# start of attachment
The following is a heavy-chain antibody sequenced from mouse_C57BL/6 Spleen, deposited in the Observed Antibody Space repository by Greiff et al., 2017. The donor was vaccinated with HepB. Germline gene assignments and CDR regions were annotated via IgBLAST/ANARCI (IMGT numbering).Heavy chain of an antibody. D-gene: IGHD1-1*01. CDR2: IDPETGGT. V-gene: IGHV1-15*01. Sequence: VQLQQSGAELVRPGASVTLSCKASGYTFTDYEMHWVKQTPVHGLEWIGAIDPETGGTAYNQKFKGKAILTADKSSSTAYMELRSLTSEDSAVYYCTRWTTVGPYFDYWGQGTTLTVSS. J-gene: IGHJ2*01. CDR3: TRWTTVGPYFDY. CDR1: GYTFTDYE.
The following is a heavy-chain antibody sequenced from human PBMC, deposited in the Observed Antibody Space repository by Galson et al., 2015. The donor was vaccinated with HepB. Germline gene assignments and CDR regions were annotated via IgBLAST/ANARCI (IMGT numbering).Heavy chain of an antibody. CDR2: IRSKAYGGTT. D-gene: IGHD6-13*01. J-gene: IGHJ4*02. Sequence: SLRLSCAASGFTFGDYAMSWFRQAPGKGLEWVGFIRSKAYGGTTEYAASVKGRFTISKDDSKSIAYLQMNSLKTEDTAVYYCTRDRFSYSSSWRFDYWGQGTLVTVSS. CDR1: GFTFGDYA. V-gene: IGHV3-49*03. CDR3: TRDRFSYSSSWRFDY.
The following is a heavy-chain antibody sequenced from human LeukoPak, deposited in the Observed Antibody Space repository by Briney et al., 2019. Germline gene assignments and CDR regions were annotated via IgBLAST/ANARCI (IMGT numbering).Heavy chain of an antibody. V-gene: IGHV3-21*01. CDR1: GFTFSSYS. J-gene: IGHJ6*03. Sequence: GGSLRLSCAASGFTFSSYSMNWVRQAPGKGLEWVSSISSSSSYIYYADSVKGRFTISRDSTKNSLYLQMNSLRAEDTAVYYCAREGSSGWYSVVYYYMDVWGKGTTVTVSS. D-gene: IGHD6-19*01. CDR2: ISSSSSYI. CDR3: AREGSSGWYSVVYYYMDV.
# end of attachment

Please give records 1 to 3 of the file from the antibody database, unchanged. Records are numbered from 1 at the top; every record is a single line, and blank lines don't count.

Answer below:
The following is a heavy-chain antibody sequenced from mouse_C57BL/6 Spleen, deposited in the Observed Antibody Space repository by Greiff et al., 2017. The donor was vaccinated with HepB. Germline gene assignments and CDR regions were annotated via IgBLAST/ANARCI (IMGT numbering).Heavy chain of an antibody. D-gene: IGHD1-1*01. CDR2: IDPETGGT. V-gene: IGHV1-15*01. Sequence: VQLQQSGAELVRPGASVTLSCKASGYTFTDYEMHWVKQTPVHGLEWIGAIDPETGGTAYNQKFKGKAILTADKSSSTAYMELRSLTSEDSAVYYCTRWTTVGPYFDYWGQGTTLTVSS. J-gene: IGHJ2*01. CDR3: TRWTTVGPYFDY. CDR1: GYTFTDYE.
The following is a heavy-chain antibody sequenced from human PBMC, deposited in the Observed Antibody Space repository by Galson et al., 2015. The donor was vaccinated with HepB. Germline gene assignments and CDR regions were annotated via IgBLAST/ANARCI (IMGT numbering).Heavy chain of an antibody. CDR2: IRSKAYGGTT. D-gene: IGHD6-13*01. J-gene: IGHJ4*02. Sequence: SLRLSCAASGFTFGDYAMSWFRQAPGKGLEWVGFIRSKAYGGTTEYAASVKGRFTISKDDSKSIAYLQMNSLKTEDTAVYYCTRDRFSYSSSWRFDYWGQGTLVTVSS. CDR1: GFTFGDYA. V-gene: IGHV3-49*03. CDR3: TRDRFSYSSSWRFDY.
The following is a heavy-chain antibody sequenced from human LeukoPak, deposited in the Observed Antibody Space repository by Briney et al., 2019. Germline gene assignments and CDR regions were annotated via IgBLAST/ANARCI (IMGT numbering).Heavy chain of an antibody. V-gene: IGHV3-21*01. CDR1: GFTFSSYS. J-gene: IGHJ6*03. Sequence: GGSLRLSCAASGFTFSSYSMNWVRQAPGKGLEWVSSISSSSSYIYYADSVKGRFTISRDSTKNSLYLQMNSLRAEDTAVYYCAREGSSGWYSVVYYYMDVWGKGTTVTVSS. D-gene: IGHD6-19*01. CDR2: ISSSSSYI. CDR3: AREGSSGWYSVVYYYMDV.